Is my toddler getting enough exercise?

Open navigator

1. Always on the go?

Did you know that children learn more new physical skills in their first five years than at any other time in their life?

However, today’s children could face a shorter life span than their parents thanks to their more sedentary lifestyles.

You might feel as if you’ve spent all day running around with your pre-schooler, but you could actually be getting more exercise than they are. It’s always tempting to strap your child into the buggy rather than let them walk when you’re in a hurry, but they could be missing out on a great opportunity to be active.

2. Why do babies need to exercise?

CBeebies Dad and presenter Alex Winters investigates why children need so much physical activity, right from birth.

In this video, Physical Activities Specialist Angela Newport explains why it’s so important for babies and children to be active, and what parents can do to help.

3. Will my child’s lifestyle shorten their life?

Today’s children could be the first generation to have a shorter life expectancy than their parents thanks to unhealthier lifestyles leading to conditions such as heart disease or diabetes.

But it’s not just a question of physical health - being active could also help improve children’s self-confidence and communication skills. It can go deeper too - there are also reports that it could help important brain structures develop!

So how can we make sure our little ones get time to practice all the developing physical skills they need, and still get the washing done, get round the supermarket, get their brother to nursery, then get to work on time?

4. Start with a small change

In this video, Physical Activities Specialist Angela Newport reveals five easy changes to build more physical activity into your child’s day without overloading yourself!

1. Go outdoors: Children are much more active when they’re outside, so go to the park and let them explore…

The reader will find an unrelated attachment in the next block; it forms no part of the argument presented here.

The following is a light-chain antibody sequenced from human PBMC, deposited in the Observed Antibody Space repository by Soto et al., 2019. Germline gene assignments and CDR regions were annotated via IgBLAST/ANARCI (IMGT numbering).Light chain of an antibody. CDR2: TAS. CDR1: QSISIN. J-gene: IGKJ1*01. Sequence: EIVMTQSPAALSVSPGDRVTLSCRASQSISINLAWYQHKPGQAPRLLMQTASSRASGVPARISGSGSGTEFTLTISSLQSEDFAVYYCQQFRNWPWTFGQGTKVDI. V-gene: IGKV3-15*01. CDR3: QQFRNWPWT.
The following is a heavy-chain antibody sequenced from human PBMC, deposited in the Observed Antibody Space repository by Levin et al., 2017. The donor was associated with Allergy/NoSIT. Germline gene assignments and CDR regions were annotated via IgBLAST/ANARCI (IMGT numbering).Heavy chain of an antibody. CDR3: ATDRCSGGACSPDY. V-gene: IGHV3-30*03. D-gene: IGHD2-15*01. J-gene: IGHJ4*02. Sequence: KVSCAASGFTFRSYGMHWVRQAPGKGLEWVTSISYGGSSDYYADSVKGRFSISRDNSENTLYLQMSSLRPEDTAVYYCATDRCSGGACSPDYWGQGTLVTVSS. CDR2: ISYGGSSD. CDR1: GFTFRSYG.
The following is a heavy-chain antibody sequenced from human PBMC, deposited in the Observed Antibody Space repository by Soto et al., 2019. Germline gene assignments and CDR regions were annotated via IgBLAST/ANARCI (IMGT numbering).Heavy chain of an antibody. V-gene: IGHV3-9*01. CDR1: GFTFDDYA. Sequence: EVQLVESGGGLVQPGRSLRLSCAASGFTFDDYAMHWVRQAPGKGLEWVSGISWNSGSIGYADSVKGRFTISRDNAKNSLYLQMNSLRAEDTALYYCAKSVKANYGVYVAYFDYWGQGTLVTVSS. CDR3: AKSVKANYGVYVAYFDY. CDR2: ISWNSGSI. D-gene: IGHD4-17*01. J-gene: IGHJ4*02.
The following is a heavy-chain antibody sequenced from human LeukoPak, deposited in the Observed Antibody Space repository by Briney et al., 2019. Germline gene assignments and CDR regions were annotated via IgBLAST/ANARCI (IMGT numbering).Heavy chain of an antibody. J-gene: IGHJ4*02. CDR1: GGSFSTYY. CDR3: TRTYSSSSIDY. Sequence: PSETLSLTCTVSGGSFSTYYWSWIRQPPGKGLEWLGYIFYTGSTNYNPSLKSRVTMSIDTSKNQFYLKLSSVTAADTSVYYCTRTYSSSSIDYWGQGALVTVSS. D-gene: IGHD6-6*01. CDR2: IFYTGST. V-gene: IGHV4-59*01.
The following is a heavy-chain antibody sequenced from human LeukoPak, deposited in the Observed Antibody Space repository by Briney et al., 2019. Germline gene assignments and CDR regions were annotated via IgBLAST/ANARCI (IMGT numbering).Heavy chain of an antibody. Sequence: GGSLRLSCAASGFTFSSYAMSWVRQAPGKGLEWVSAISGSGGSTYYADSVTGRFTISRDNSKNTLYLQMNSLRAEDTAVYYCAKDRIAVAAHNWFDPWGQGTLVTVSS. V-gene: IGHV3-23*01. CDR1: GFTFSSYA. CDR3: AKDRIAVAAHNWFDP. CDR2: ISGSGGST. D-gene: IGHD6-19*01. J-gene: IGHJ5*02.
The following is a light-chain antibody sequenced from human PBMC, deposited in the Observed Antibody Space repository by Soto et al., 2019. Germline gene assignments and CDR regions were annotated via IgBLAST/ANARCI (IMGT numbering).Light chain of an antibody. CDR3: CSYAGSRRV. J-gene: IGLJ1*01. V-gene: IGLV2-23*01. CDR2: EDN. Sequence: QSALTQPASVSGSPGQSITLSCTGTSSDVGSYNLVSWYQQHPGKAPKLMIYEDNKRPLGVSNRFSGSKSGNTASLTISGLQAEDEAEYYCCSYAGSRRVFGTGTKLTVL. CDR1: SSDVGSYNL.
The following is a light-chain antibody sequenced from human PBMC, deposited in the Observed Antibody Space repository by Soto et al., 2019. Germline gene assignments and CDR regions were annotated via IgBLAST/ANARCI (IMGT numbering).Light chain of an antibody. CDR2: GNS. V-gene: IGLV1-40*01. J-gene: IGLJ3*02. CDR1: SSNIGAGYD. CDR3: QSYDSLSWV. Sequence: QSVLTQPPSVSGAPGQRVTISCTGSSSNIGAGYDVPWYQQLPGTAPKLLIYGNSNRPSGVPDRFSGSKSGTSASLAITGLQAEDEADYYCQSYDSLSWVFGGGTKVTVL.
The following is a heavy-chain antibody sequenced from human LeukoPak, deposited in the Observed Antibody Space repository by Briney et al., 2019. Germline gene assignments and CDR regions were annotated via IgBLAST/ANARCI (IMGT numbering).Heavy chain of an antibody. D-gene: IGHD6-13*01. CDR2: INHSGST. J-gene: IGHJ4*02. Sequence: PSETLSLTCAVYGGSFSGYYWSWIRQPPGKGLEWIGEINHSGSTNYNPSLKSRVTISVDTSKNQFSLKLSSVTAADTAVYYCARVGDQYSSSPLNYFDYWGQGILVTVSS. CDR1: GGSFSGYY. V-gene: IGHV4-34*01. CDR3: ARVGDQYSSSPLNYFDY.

2. Ditch the car: Swap fiddling with car seats and stressing about parking for walking, scooting or cycling to nursery instead.

3. Stay local: Other parents, libraries and council websites are great ways to discover free activities for kids in your area.

4. Lead by example: Getting involved with your child’s physical play makes it more fun for them – and you feel the benefit too!

5. Meet up with family and friends and get active: It’s sociable, and it gets you all out of the house.

5. Walking with a purpose

Once your child learns to walk, they should be getting active for at least three hours every day. That doesn’t mean extreme exercise, simply moving around and building physical activity into your day has immediate and long term benefits.

Building more walking into your day needn’t be hard work - turn your daily commute into a game by giving your child a ‘spot sheet’ of things to find as you go along – they’ll be so keen to tick off the next item that the walk will fly by!

Make a colour-coded collection box to take with you. Ask your child to find items of each colour as they walk, a white feather, a green leaf, or a yellow buttercup. Bring a small bag or camera to collect special finds. Encourage little ones to use all their senses. Talk about what you see, hear or even smell on the way.

If you fancy a real treasure hunt, try geocaching together. It’s an activity where you use a GPS device or smartphone to find a small ‘treasure’ box hidden in a particular location. Children love the challenge of searching for the geocache, and the excitement of finding one keeps them focused.

6. Children learn by copying

Children learn by imitating the grown-ups in their lives, so if your little one sees you enjoying being active, whether that’s walking to the shops, doing the cleaning, or dancing around the house, it will encourage them to do the same.

Getting your child to help you out with jobs at home makes your life easier – and weirdly, most kids actually find it fun! Helping to tidy up toys, pairing socks or even giving you a hand with the gardening gives them a chance to practise new physical skills, as well as keeping them on the go.

Get down and boogie with your kids! Dancing is a fantastic way to help children learn to control their bodies. It improves their balance, coordination and flexibility and if you applaud and copy their moves, it’s a huge boost for their self-confidence too. Using actions or dance routines with older children also helps them to understand order and sequence, and to anticipate things.

Introduce your children to some of your favourite tracks and dance together regularly – they’ll love seeing you relax and have fun too.

7. Which activity would suit my pre-schooler?

My child loves…

...playing with water

You chose

…playing with water

Try swimming – it’s free in many places during the holidays, and most pools have groups and classes for babies and children.

...anything with wheels

You chose

...anything with wheels

Try scooting or riding a balance bike in the park, or to travel to nursery.

...playing at home

You chose

...playing at home

Set up a mini-obstacle course for your toddler to explore with cushions, blankets or boxes to crawl through or around.

…running around

You chose

…running around

Take a football to the park and see if they can kick, roll or catch it. Try blowing bubbles for them to chase.